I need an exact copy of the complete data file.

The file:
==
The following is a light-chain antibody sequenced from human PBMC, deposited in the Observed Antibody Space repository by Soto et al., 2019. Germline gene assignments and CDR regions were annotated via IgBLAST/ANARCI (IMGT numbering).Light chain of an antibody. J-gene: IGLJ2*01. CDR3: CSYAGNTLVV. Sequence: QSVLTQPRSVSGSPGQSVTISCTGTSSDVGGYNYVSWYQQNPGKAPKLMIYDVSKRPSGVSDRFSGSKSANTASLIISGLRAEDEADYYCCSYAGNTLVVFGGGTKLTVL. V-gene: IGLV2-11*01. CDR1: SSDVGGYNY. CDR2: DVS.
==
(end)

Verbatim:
The following is a light-chain antibody sequenced from human PBMC, deposited in the Observed Antibody Space repository by Soto et al., 2019. Germline gene assignments and CDR regions were annotated via IgBLAST/ANARCI (IMGT numbering).Light chain of an antibody. J-gene: IGLJ2*01. CDR3: CSYAGNTLVV. Sequence: QSVLTQPRSVSGSPGQSVTISCTGTSSDVGGYNYVSWYQQNPGKAPKLMIYDVSKRPSGVSDRFSGSKSANTASLIISGLRAEDEADYYCCSYAGNTLVVFGGGTKLTVL. V-gene: IGLV2-11*01. CDR1: SSDVGGYNY. CDR2: DVS.